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  • Writer's pictureAlexander Kavouras

The Comprehensive Science of Medical Cannabis: How It Works

Medical cannabis works by interacting with the body's endocannabinoid system (ECS), a complex network of receptors and neurotransmitters that play a key role in maintaining bodily homeostasis. The ECS regulates various physiological processes including pain, mood, appetite, and memory. Cannabinoids, the active compounds in cannabis, mimic endogenous substances in our bodies known as endocannabinoids, which naturally engage with this system.

The two most studied cannabinoids are THC (tetrahydrocannabinol) and CBD (cannabidiol). THC is renowned for its psychoactive effects, providing relief from pain and nausea but also producing the "high" associated with cannabis. CBD, on the other hand, is non-psychoactive and is explored for its potential anti-inflammatory, anxiolytic, and neuroprotective properties. Both cannabinoids can support various treatment plans, but it's their synergistic effects that are currently paving the way for new medical applications.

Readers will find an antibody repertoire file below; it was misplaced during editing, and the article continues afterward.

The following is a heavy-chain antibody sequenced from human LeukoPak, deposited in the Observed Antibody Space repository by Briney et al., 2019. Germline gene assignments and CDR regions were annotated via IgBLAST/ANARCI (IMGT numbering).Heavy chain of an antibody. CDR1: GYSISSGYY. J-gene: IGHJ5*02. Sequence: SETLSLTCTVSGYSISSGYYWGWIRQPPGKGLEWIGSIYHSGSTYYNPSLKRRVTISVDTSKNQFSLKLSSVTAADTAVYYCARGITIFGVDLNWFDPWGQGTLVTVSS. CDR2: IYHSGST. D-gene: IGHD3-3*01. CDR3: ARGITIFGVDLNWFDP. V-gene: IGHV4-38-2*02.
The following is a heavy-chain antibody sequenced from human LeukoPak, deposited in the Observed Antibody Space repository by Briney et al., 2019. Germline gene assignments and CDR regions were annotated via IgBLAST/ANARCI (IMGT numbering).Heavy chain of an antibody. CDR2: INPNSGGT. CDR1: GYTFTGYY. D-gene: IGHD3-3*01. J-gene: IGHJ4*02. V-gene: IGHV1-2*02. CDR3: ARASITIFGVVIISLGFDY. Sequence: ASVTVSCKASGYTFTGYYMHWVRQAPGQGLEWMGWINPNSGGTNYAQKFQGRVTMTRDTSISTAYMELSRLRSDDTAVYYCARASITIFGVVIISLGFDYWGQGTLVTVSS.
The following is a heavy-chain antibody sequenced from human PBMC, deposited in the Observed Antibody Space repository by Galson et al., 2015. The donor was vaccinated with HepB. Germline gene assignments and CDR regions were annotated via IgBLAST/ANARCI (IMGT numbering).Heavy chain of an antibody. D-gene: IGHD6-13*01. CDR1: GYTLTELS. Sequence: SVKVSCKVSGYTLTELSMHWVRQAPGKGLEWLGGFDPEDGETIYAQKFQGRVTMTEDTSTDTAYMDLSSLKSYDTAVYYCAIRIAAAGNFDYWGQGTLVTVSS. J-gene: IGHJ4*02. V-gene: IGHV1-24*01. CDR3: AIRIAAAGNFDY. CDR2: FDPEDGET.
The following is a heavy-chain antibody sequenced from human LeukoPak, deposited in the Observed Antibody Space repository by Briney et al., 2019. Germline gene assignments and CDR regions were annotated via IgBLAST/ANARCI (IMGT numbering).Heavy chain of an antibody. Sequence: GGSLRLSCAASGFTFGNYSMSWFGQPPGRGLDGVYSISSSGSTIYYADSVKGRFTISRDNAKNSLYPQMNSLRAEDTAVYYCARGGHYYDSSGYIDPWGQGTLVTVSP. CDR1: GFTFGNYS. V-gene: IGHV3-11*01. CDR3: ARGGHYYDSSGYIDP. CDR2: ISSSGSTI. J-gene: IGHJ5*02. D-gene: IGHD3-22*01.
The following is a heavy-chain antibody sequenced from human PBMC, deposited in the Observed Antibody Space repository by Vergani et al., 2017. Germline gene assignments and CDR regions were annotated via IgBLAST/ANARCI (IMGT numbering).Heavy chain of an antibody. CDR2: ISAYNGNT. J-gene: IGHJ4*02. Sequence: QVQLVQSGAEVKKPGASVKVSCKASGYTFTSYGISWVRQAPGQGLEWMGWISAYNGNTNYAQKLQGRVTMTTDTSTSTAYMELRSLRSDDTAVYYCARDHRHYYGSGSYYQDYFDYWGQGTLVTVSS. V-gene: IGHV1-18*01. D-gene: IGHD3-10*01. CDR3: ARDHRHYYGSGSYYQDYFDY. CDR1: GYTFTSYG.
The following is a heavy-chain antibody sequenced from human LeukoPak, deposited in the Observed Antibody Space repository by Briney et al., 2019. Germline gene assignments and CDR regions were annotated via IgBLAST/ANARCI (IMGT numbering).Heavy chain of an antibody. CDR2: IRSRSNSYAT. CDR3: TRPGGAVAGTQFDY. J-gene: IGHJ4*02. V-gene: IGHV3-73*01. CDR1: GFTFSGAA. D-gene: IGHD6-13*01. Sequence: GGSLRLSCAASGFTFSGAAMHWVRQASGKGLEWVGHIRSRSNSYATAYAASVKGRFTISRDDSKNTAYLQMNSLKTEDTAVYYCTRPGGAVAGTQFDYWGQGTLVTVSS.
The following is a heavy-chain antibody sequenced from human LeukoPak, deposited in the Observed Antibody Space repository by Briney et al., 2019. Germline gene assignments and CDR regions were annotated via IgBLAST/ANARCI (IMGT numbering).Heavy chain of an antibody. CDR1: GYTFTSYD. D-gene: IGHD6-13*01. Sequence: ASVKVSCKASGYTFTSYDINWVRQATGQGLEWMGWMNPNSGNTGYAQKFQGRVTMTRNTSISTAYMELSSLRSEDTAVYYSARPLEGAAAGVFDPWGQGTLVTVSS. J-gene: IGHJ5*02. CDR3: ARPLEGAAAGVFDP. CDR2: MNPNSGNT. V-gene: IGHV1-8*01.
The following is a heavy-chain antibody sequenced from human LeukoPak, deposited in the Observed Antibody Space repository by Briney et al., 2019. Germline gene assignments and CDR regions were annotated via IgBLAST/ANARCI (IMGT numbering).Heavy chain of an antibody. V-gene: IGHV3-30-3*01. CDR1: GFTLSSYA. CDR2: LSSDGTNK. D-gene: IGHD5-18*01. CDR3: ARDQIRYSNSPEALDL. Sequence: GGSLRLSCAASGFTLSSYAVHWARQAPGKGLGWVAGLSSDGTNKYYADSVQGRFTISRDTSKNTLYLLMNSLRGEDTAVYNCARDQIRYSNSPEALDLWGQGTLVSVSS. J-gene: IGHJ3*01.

Research into the therapeutic applications of cannabis is expanding, revealing potential benefits in conditions ranging from chronic pain and epilepsy to anxiety and sleep disorders. These discoveries highlight the importance of dosing and the method of administration, as these factors significantly influence the effectiveness of the treatment. For instance, inhalation provides rapid relief, suitable for acute symptoms, while oral administration offers prolonged effects, beneficial for chronic conditions.

As medical cannabis gains acceptance in more jurisdictions, understanding its underlying science becomes crucial for both patients and healthcare providers. This knowledge ensures that its use is not only compliant with legal standards but also optimized for therapeutic efficacy, minimizing risks and maximizing benefits.

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